Eastern Washington’s Quincy Forte runs wild against Montana State


BOZEMAN, Mont. — After one of the biggest days of his college career, it was almost unfair that Eastern Washington running back Quincy Forte was consigned to the sidelines at the end of the Eagles’ 52-51 win at Montana State.

Midway through the fourth quarter, Forte picked up 7 yards on a first-down play, but his stomach landed squarely on the football and he was helped from the field.

“I’ll be fine,” Forte said after gaining 182 yards and scoring four touchdowns — on just 13 carries.

Indeed, Forte carried the Eagles on a day when the passing game was less than its best. After Eastern went three-and-out on its first possession and Montana State took a 7-0 lead, Forte dashed 76 yards down the right sideline for the equalizer.

Four minutes later, Forte did it again with a pair of deft fakes and a 33-yard scoring dash that gave the Eagles a 14-13 lead.

EWU scores on a Quincy Forte run. MSU ahead 44-37 #goeags

— EWU Athletics (@EWUAthletics) September 20, 2014

And on it went, until Forte equaled the third-best day of his career, ranking only behind the 202 and 190 he gained in the 2013 FCS playoffs. It was the seventh 100-yard game of his career; he now ranks ninth on EWU’s career list with 2,290 yards rushing.

Another player who came through in a big way for the Eagles was Jake Miller. His versatility served the Eagles well on Saturday when starting kicker Roldan Alcobendas was injured during a Montana State kickoff return in the first half. Miller, a senior punter, stepped up and delivered all afternoon: three kickoffs, two extra points and a field goal — every one of them crucial, as it turned out. As the chants of “MVP” echoed from the locker room, Miller figured he was just doing his job.

“It was ugly, but it worked out,” Miller said. “I was prepared, just in case.”

The Eagles were not only backed into a corner on special teams, but were also forced into some clever manuvering for their defensive personnel. Several young Eastern defensive linemen — five of them — grew up in a hurry on Saturday.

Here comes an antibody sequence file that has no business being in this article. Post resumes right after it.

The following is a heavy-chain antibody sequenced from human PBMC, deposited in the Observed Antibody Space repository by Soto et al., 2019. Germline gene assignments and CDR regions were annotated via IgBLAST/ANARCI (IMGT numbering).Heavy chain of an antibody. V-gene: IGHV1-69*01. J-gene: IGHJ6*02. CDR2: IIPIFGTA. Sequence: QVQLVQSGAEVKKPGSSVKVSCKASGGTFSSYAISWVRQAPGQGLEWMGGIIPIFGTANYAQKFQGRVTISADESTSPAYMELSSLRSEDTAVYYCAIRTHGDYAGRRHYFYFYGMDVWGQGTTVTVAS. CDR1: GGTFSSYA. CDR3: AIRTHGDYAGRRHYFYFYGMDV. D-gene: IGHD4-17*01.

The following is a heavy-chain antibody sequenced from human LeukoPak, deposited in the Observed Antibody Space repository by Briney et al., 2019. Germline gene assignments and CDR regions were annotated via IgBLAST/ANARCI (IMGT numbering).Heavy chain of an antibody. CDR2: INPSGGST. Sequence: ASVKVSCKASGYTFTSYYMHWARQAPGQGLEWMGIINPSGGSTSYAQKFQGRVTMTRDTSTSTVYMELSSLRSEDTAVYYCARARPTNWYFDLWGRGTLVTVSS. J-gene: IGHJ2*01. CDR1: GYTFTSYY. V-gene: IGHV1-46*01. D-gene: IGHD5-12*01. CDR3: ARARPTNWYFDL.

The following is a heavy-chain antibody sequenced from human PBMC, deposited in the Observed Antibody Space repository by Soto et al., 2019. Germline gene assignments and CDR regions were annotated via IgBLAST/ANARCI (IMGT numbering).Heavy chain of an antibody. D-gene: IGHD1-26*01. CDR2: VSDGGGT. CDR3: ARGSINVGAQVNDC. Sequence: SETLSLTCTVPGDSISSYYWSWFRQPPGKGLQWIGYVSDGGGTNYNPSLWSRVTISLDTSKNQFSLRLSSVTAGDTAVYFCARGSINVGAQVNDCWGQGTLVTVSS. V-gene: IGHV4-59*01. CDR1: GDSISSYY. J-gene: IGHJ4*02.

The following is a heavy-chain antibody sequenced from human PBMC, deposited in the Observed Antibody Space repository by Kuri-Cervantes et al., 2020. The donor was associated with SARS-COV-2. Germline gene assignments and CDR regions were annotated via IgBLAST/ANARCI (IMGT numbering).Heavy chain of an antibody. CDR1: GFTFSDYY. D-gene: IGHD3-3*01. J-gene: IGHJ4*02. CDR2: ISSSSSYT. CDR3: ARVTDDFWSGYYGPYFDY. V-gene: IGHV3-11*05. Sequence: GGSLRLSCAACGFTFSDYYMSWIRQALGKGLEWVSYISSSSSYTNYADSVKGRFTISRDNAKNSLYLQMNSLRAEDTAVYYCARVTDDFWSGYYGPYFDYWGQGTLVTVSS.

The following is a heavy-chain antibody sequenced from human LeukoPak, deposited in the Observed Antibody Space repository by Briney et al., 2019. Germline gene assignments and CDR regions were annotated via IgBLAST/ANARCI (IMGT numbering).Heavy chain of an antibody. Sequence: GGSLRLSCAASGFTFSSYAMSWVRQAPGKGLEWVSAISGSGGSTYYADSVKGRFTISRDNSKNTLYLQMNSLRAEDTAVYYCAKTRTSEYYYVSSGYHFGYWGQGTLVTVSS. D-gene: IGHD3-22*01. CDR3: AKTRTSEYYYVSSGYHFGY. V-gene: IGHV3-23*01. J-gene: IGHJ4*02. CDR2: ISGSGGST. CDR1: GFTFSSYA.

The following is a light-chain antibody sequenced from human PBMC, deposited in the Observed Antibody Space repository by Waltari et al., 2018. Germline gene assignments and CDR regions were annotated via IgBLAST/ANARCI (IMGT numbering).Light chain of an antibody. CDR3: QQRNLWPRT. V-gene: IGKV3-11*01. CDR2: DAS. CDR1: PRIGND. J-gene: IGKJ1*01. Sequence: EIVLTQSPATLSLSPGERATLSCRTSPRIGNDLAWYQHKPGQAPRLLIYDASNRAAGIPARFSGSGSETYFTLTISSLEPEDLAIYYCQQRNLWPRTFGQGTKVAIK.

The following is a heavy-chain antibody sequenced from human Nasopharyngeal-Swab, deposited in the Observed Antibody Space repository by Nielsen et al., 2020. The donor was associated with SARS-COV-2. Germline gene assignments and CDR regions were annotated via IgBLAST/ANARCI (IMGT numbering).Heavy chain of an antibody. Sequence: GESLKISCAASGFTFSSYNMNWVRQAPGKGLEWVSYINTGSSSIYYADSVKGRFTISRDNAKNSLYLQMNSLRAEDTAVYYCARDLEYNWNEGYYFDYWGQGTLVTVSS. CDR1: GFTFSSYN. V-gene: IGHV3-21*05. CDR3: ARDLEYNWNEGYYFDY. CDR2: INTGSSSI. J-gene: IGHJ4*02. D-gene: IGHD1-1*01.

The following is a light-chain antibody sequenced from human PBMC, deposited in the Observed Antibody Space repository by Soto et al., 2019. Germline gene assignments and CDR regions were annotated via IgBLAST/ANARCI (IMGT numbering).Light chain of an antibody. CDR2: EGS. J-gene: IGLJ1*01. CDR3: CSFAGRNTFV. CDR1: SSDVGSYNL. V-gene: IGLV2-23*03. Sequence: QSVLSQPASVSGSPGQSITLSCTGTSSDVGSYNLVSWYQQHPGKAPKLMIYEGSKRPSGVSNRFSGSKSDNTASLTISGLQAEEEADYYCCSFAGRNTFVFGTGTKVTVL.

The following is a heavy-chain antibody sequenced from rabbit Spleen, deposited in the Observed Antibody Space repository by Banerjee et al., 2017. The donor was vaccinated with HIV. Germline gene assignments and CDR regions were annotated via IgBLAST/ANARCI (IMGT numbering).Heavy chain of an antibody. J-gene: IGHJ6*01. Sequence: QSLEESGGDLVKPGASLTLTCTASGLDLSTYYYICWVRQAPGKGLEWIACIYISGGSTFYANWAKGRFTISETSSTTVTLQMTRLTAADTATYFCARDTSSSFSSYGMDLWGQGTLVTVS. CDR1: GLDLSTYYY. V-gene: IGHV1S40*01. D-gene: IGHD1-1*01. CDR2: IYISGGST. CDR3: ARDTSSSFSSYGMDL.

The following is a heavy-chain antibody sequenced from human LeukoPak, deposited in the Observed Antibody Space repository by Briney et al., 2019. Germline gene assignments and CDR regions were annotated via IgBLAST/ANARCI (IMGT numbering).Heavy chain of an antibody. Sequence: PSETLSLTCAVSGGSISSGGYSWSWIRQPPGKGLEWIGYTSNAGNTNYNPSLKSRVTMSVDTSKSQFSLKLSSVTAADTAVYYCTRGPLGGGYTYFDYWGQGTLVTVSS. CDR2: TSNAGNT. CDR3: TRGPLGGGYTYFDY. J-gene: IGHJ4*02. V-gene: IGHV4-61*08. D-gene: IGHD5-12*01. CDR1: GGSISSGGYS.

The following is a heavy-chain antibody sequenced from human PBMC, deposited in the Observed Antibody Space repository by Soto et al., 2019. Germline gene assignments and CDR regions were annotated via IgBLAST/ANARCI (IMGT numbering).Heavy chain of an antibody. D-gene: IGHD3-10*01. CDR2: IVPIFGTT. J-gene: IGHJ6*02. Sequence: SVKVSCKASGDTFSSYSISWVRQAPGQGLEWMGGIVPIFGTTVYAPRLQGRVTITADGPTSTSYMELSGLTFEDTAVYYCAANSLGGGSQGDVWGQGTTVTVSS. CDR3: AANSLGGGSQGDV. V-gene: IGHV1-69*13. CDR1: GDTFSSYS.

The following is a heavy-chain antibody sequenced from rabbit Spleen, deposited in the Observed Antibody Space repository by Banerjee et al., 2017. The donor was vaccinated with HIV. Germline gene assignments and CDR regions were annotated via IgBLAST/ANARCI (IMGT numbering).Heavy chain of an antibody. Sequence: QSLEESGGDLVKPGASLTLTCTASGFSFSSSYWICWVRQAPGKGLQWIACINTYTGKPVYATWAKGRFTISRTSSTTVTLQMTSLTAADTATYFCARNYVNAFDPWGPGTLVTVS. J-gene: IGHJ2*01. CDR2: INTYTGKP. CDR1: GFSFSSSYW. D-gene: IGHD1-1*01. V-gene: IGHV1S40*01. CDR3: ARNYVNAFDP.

It was ugly, but it worked out. I was prepared just in case.
— Jake Miller, Eastern Washington, Kicker

Confronted by injuries and the big-picture necessity of maintaining depth, Eagle coaches moved a pair of true freshmen to the defensive line for Montana State. Tight end/fullback Conner Bauman was transformed into an end, while 315-pound offensive lineman Jay-Tee Tiuli moved into the middle on the other side of the ball. They joined three other true freshmen already seeing action — Nick Foerstel, Patiole Pesefea and Marcus Saugen.

“We did that because we’re thinking big picture,” said defensive line coach Ryan Sawyer, who wants to maintain a 10-man rotation all season.

“We didn’t want to go through with only seven guys,” said Sawyer, who was missing ends Evan Day (ACL) and John Goldwire (concussion).

Lost in the scoring pyrotechnics was Eastern’s big second quarter on defense.

After Montana State scored on its first four possessions and led 23-14, the Eagles forced four consecutive stops in the second quarter, holding the Bobcats out of the end zone until the final minute of the period. The Eagles had just cut the deficit to 23-20 when MSU running back Anthony Knight ran into Eastern safety Tevin McDonald, who stripped the ball and recovered at the Bobcat 47.

On the next MSU possession, Eagle defensive end Zackary Johnson met running back on a third-and-five play at midfield and threw him for a 1-yard loss, forcing a punt. McDonald struck again on the Bobcats’ next drive. Running back Chad Newell dashed around the left end of the Eagles line. “He thought he could beat me to the sideline,” said McDonald, who stripped the ball and celebrated as cornerback Victor Gamboa recovered at the Eagle 36.

Montana State fumbles and Gamboa recovers for the Eagles! EWU ball on the MSU 38-yard line. Bobcats up 23-20, 7:34 left in 2Q.

— EWU Athletics (@EWUAthletics) September 20, 2014

Scott Harrigan
Your #1 source for community and amateur sports related news on Vancouver Island, British Columbia and beyond! Send stories to scottharriganisn@gmail.com